AKU honours graduates at global convocation
The first-ever global convocation ceremony of the Aga Khan University (AKU) was live-streamed to a worldwide audience today, as 667 students on three continents received their degrees and listened to speeches by His Highness the Aga Khan, chief guest Melinda French Gates and AKU President Firoz Rasul.
The Aga Khan — who is also the AKU’s founder and chancellor — expressed his pride in the university’s contributions to the fight against the pandemic and saluted the courage and resilience of its faculty, staff and students.
He praised the graduates in Pakistan, Kenya, Tanzania, Uganda, and the UK for having chosen “a path of service to humanity.”
“The university has made a critical difference — advising national governments, training public-sector medical staff, working with teachers and schools, raising awareness through media and journalism, and doing everything possible to treat patients and to save lives,” the Aga Khan said.
He also noted the role of the AKU researchers in tracking new mutations of the coronavirus, assessing the safety and effectiveness of vaccines, and evaluating therapies for Covid-19.
Melinda French Gates, co-chair and trustee of the Bill & Melinda Gates Foundation, commended the AKU for its leadership in improving health and empowering women, and voiced confidence in the graduates.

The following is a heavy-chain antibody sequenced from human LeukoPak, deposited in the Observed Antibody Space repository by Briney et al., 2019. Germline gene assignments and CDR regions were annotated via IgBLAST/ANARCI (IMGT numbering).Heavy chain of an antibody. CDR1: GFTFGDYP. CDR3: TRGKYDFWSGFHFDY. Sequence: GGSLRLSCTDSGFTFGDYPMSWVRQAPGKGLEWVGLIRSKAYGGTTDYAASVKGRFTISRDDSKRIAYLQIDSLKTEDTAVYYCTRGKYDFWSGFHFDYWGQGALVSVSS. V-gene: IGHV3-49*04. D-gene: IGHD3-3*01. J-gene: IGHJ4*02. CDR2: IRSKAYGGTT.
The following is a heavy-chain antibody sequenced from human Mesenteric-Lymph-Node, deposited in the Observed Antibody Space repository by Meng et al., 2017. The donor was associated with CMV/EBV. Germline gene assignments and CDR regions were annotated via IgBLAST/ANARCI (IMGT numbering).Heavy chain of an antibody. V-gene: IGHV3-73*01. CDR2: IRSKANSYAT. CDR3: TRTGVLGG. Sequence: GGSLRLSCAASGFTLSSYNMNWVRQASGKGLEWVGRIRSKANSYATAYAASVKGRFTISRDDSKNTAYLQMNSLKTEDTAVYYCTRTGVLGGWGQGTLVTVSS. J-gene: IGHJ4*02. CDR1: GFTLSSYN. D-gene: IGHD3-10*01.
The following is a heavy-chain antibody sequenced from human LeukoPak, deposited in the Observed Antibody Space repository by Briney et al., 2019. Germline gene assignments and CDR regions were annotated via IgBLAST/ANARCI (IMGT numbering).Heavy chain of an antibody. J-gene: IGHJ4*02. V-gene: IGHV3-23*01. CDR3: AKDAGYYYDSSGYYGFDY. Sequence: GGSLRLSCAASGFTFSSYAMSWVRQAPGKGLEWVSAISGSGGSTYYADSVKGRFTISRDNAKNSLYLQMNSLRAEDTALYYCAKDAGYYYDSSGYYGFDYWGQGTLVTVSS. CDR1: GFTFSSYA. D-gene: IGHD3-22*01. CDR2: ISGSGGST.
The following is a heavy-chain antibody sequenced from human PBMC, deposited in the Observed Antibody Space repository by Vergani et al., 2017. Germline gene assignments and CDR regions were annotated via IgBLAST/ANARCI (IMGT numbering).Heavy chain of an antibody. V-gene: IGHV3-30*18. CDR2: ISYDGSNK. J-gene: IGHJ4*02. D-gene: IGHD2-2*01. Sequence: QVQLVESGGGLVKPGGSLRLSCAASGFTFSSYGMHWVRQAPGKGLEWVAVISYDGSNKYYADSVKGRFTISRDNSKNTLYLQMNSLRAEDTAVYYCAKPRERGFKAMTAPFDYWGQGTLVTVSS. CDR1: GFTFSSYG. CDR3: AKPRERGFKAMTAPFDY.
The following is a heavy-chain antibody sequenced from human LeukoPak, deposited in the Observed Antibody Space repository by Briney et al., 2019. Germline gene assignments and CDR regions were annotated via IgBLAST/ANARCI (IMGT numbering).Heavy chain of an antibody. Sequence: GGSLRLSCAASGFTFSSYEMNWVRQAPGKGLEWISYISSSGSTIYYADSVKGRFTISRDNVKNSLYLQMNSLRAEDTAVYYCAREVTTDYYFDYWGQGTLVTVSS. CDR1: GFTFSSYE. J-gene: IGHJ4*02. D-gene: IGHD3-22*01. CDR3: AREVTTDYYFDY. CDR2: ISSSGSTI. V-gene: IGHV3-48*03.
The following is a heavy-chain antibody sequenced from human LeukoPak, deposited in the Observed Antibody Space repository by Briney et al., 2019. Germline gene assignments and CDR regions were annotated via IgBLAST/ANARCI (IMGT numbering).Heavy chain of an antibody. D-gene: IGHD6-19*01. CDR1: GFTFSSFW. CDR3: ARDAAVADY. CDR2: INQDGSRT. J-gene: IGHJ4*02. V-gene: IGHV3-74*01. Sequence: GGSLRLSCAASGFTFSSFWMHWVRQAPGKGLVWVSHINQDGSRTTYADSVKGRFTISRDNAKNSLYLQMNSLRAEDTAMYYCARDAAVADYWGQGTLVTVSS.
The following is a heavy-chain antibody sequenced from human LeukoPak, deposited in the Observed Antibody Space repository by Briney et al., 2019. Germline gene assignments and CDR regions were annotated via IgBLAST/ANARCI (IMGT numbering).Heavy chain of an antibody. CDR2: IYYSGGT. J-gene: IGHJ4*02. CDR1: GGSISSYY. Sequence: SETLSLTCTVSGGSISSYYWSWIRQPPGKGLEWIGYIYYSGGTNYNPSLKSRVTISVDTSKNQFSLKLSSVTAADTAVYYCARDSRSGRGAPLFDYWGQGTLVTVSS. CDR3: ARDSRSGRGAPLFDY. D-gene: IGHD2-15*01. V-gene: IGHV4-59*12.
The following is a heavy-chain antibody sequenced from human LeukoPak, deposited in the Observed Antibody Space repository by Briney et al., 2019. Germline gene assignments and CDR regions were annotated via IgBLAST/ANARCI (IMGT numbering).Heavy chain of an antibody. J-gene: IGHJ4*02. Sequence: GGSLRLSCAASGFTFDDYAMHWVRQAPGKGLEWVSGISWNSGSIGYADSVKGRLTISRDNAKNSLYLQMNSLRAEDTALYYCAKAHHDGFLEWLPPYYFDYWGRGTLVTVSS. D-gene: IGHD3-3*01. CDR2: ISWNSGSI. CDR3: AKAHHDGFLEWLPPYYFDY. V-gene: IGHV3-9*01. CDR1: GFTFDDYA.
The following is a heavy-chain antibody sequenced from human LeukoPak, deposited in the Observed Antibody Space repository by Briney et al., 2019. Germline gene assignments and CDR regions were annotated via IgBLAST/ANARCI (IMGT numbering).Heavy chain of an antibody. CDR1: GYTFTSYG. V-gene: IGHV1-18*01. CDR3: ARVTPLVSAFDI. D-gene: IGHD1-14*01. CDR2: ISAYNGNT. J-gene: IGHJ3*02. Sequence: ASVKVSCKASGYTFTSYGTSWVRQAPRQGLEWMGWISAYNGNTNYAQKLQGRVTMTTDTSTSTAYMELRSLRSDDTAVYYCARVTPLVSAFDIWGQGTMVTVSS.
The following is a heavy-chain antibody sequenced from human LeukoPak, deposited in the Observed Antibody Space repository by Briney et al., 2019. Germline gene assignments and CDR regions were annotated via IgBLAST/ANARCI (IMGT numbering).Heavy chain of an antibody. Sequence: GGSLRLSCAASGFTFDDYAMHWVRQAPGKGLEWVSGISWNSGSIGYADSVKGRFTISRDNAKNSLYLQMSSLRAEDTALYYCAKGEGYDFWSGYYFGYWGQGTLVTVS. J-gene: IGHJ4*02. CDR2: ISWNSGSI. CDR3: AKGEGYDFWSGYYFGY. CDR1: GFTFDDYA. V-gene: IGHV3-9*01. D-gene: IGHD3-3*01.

“The Aga Khan University is not only a global resource – it is a transformative force for public health and women’s health,” French Gates said.
“We’re proud of our partnership with AKU over the years.”
“As graduates of the AKU, you join a remarkable group of women and men who are changing lives for the better all over the world,” she told the graduates.
“And let me tell you: the world desperately needs your energy and leadership.” The Gates Foundation and the Aga Khan Development Network — including the AKU — are working together in Afghanistan, Pakistan, India, and East Africa to improve health, advance economic development and create opportunities for women and girls.
To date, the foundation has provided approximately $90 million in funding for research and other projects at the AKU in areas including maternal and child health, infectious diseases, malnutrition, and Covid-19.